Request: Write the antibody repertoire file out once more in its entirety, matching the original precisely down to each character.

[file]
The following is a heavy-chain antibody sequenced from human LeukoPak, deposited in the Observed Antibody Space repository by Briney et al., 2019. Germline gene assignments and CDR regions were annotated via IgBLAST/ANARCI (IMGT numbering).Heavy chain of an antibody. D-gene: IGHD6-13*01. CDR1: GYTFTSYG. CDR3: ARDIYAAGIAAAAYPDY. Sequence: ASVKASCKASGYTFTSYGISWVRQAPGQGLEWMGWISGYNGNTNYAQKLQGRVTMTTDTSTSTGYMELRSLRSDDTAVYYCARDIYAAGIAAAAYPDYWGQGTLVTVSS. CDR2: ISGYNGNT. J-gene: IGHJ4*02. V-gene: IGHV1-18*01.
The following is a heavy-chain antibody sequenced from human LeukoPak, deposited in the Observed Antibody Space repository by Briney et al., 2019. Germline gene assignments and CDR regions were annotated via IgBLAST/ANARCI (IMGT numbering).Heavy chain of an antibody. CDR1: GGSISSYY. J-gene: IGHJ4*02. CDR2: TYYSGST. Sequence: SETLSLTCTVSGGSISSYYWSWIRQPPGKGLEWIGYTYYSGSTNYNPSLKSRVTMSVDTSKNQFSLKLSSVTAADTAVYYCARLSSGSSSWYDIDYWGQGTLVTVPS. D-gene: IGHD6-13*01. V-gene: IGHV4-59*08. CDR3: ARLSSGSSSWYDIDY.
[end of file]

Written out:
The following is a heavy-chain antibody sequenced from human LeukoPak, deposited in the Observed Antibody Space repository by Briney et al., 2019. Germline gene assignments and CDR regions were annotated via IgBLAST/ANARCI (IMGT numbering).Heavy chain of an antibody. D-gene: IGHD6-13*01. CDR1: GYTFTSYG. CDR3: ARDIYAAGIAAAAYPDY. Sequence: ASVKASCKASGYTFTSYGISWVRQAPGQGLEWMGWISGYNGNTNYAQKLQGRVTMTTDTSTSTGYMELRSLRSDDTAVYYCARDIYAAGIAAAAYPDYWGQGTLVTVSS. CDR2: ISGYNGNT. J-gene: IGHJ4*02. V-gene: IGHV1-18*01.
The following is a heavy-chain antibody sequenced from human LeukoPak, deposited in the Observed Antibody Space repository by Briney et al., 2019. Germline gene assignments and CDR regions were annotated via IgBLAST/ANARCI (IMGT numbering).Heavy chain of an antibody. CDR1: GGSISSYY. J-gene: IGHJ4*02. CDR2: TYYSGST. Sequence: SETLSLTCTVSGGSISSYYWSWIRQPPGKGLEWIGYTYYSGSTNYNPSLKSRVTMSVDTSKNQFSLKLSSVTAADTAVYYCARLSSGSSSWYDIDYWGQGTLVTVPS. D-gene: IGHD6-13*01. V-gene: IGHV4-59*08. CDR3: ARLSSGSSSWYDIDY.